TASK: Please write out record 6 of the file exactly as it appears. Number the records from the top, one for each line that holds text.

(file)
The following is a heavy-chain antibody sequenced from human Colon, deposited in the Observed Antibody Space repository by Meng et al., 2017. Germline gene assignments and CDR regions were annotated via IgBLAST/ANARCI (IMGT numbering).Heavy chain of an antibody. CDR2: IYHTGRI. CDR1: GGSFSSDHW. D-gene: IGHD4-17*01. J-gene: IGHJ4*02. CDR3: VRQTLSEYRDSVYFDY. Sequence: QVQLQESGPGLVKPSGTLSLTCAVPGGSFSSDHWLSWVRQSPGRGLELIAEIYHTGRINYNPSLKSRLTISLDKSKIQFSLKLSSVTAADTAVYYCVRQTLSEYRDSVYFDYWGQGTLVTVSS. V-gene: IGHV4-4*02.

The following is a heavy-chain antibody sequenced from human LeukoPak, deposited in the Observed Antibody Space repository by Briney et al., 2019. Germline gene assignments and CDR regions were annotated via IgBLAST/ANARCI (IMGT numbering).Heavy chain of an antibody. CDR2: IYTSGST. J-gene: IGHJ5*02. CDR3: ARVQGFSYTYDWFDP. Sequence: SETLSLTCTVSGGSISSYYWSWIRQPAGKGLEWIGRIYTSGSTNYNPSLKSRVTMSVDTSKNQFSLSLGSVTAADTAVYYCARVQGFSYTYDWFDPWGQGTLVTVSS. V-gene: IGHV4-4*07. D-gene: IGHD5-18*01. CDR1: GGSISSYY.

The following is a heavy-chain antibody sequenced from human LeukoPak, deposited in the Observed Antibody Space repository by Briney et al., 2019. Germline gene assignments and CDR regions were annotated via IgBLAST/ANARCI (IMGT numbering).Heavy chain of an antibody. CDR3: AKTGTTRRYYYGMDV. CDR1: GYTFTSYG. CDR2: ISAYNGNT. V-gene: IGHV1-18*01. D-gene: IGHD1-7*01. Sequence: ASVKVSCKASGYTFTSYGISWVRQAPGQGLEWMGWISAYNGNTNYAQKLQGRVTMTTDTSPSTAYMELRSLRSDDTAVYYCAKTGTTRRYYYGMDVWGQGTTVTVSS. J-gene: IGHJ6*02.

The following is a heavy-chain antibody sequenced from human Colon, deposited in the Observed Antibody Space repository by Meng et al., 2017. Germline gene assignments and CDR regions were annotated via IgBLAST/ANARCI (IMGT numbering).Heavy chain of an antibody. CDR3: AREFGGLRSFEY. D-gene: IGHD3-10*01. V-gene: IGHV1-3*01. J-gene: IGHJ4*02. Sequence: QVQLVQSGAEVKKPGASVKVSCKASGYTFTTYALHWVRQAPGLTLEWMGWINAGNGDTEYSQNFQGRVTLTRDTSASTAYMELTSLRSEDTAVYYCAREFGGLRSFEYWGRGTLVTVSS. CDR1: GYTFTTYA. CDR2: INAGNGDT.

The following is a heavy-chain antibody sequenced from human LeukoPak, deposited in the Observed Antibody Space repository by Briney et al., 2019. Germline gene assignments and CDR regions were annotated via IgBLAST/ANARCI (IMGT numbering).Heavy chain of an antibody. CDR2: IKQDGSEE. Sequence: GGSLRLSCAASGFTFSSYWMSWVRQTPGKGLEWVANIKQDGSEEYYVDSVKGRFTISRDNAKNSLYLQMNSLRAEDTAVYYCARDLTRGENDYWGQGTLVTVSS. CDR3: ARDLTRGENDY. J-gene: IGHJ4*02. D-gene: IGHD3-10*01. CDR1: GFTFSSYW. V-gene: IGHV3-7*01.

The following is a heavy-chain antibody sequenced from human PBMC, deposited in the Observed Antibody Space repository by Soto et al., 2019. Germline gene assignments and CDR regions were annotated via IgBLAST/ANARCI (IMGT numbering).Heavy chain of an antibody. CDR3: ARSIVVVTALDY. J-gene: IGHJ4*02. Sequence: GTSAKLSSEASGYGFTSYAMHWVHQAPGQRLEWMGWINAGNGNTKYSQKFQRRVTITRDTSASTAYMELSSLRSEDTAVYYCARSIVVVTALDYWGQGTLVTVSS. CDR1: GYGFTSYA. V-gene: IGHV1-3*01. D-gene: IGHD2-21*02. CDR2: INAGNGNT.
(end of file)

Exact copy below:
The following is a heavy-chain antibody sequenced from human PBMC, deposited in the Observed Antibody Space repository by Soto et al., 2019. Germline gene assignments and CDR regions were annotated via IgBLAST/ANARCI (IMGT numbering).Heavy chain of an antibody. CDR3: ARSIVVVTALDY. J-gene: IGHJ4*02. Sequence: GTSAKLSSEASGYGFTSYAMHWVHQAPGQRLEWMGWINAGNGNTKYSQKFQRRVTITRDTSASTAYMELSSLRSEDTAVYYCARSIVVVTALDYWGQGTLVTVSS. CDR1: GYGFTSYA. V-gene: IGHV1-3*01. D-gene: IGHD2-21*02. CDR2: INAGNGNT.